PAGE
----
According to the Journal of Obstetrics and Gynecological Canada, June 2013, Inuit resiliency, collectivity, and holistic views of health remain strong. However, the Inuit history of social disadvantage and limitations may contribute to form a sense of helplessness and hopelessness within some family groups. Such cultural pressures can make it difficult to sustain efforts for positive change.
 
Fortunately, a community’s support for positive change becomes self-reinforcing. For example, a changed mindset toward seeking professional psychological support where community members might begin to express encouragement and hope for those individuals. 
 
While the traumatic event may have been severe and over the course of many years, healing can happen. The first step to feeling relief from the pain is talking to a trustworthy friend or family member who can help you find a professional therapist who specializes in PTSD.  In some situations, medication is prescribed to people with PTSD to relieve secondary symptoms of depression and/or anxiety and/or insomnia.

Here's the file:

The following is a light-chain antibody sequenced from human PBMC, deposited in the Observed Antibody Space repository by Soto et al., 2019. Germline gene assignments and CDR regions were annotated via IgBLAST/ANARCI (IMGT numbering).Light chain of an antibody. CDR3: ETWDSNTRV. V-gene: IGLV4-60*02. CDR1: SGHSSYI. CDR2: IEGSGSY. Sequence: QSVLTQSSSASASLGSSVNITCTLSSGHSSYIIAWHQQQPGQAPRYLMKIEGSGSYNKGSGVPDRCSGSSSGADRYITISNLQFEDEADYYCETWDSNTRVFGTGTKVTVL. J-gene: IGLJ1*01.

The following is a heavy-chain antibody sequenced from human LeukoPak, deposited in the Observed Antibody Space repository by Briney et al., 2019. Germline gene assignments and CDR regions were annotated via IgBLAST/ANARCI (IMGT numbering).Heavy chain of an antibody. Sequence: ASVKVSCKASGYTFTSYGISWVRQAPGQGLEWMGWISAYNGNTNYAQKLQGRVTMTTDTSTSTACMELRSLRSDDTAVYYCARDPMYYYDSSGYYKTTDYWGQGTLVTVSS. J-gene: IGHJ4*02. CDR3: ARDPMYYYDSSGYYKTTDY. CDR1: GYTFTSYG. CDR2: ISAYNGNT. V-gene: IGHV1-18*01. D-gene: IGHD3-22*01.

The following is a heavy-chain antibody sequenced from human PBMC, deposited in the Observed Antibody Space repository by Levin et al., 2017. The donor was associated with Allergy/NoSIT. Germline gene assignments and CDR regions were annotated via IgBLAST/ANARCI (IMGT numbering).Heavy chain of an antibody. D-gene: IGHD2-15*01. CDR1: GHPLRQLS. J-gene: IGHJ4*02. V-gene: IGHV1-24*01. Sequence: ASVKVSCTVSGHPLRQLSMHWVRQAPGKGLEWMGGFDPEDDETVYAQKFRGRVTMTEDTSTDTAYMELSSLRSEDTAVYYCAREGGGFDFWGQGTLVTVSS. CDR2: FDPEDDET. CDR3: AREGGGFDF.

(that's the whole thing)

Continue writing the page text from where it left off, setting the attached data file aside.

It takes a community to heal and recover from trauma and the resulting pain. In traditional Inuit culture, it is the responsibility of the community to take care of its people. Creating an environment of cultural safety is of paramount importance when treating PTSD within Inuit communities. Building this environment requires time and trust, as well as the establishment of connections between health care professional and community members.
 

Harnessing the Resilient Spirit

Inuit communities are well-known for their resilient spirit. Building on this type of strength to apply to a recovery program is a constructive strategy. Identifying the strengths and abilities within each person within the community is key to recovery. Inuit in recovery need to know that there are different healing processes for different people, and created specifically for that person’s overall well-being.